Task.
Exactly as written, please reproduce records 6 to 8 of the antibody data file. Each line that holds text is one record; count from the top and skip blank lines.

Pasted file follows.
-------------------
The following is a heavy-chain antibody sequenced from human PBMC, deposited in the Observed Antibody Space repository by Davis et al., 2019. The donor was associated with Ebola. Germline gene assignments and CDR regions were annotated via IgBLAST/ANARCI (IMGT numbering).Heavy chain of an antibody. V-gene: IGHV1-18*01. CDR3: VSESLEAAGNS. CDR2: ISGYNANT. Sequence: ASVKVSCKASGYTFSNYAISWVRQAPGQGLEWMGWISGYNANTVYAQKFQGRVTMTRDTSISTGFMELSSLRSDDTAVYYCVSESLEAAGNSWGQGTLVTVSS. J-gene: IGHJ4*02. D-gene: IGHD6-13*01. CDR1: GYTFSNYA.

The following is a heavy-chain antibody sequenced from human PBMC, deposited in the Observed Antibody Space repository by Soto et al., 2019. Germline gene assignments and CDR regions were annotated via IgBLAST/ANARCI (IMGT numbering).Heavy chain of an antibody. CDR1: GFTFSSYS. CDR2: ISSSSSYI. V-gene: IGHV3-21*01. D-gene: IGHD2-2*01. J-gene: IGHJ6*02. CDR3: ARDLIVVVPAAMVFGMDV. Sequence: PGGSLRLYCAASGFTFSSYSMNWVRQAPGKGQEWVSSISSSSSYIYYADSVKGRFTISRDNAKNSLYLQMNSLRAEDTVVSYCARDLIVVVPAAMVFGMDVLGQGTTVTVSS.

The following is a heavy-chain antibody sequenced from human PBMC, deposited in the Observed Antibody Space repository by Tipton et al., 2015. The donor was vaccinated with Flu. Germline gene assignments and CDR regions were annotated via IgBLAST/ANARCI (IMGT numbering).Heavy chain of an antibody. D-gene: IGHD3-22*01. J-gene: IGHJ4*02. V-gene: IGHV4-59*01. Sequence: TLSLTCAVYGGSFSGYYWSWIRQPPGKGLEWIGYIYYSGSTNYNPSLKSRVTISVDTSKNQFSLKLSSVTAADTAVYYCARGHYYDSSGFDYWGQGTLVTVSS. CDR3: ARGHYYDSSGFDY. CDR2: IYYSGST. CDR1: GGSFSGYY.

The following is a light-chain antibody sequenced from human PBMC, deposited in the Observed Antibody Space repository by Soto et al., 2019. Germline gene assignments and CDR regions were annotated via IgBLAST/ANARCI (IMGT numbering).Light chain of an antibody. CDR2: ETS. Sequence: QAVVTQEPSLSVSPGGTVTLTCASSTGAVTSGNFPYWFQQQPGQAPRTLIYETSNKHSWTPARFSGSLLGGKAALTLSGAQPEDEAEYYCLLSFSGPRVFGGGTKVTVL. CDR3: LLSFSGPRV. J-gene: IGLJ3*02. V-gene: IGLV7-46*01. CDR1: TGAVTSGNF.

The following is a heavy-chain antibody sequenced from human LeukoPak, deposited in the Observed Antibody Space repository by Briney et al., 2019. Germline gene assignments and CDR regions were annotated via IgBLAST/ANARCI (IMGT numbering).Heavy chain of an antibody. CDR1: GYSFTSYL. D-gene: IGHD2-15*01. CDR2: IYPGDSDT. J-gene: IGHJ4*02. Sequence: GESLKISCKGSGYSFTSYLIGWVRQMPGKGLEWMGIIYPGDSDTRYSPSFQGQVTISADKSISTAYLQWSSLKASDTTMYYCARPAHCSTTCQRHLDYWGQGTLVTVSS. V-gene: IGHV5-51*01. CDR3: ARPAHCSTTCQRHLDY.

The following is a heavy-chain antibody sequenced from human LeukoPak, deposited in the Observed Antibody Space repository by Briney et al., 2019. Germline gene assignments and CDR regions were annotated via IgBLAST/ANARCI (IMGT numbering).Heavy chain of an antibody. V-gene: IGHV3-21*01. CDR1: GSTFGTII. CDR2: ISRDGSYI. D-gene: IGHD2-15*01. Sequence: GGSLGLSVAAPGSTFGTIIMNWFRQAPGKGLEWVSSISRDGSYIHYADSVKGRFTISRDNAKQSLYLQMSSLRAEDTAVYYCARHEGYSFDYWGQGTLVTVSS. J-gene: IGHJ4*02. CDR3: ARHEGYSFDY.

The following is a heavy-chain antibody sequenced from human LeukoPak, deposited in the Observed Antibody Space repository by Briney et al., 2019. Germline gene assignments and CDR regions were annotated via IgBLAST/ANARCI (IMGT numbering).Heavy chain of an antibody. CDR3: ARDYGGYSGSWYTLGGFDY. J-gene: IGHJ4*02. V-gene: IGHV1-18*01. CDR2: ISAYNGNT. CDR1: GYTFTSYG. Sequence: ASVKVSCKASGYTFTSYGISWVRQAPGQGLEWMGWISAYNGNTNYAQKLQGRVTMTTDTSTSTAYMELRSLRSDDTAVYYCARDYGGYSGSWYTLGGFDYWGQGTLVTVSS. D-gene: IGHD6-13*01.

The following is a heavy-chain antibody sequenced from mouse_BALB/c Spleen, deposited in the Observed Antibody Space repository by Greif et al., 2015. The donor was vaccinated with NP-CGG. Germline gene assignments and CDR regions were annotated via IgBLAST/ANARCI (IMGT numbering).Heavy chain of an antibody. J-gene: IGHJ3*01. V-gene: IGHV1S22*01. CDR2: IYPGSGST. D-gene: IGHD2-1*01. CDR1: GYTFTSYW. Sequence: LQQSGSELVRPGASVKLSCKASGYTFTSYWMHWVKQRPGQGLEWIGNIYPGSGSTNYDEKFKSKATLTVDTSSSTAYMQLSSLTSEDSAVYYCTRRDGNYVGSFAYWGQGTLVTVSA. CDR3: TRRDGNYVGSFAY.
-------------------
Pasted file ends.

The following is a heavy-chain antibody sequenced from human LeukoPak, deposited in the Observed Antibody Space repository by Briney et al., 2019. Germline gene assignments and CDR regions were annotated via IgBLAST/ANARCI (IMGT numbering).Heavy chain of an antibody. V-gene: IGHV3-21*01. CDR1: GSTFGTII. CDR2: ISRDGSYI. D-gene: IGHD2-15*01. Sequence: GGSLGLSVAAPGSTFGTIIMNWFRQAPGKGLEWVSSISRDGSYIHYADSVKGRFTISRDNAKQSLYLQMSSLRAEDTAVYYCARHEGYSFDYWGQGTLVTVSS. J-gene: IGHJ4*02. CDR3: ARHEGYSFDY.

The following is a heavy-chain antibody sequenced from human LeukoPak, deposited in the Observed Antibody Space repository by Briney et al., 2019. Germline gene assignments and CDR regions were annotated via IgBLAST/ANARCI (IMGT numbering).Heavy chain of an antibody. CDR3: ARDYGGYSGSWYTLGGFDY. J-gene: IGHJ4*02. V-gene: IGHV1-18*01. CDR2: ISAYNGNT. CDR1: GYTFTSYG. Sequence: ASVKVSCKASGYTFTSYGISWVRQAPGQGLEWMGWISAYNGNTNYAQKLQGRVTMTTDTSTSTAYMELRSLRSDDTAVYYCARDYGGYSGSWYTLGGFDYWGQGTLVTVSS. D-gene: IGHD6-13*01.

The following is a heavy-chain antibody sequenced from mouse_BALB/c Spleen, deposited in the Observed Antibody Space repository by Greif et al., 2015. The donor was vaccinated with NP-CGG. Germline gene assignments and CDR regions were annotated via IgBLAST/ANARCI (IMGT numbering).Heavy chain of an antibody. J-gene: IGHJ3*01. V-gene: IGHV1S22*01. CDR2: IYPGSGST. D-gene: IGHD2-1*01. CDR1: GYTFTSYW. Sequence: LQQSGSELVRPGASVKLSCKASGYTFTSYWMHWVKQRPGQGLEWIGNIYPGSGSTNYDEKFKSKATLTVDTSSSTAYMQLSSLTSEDSAVYYCTRRDGNYVGSFAYWGQGTLVTVSA. CDR3: TRRDGNYVGSFAY.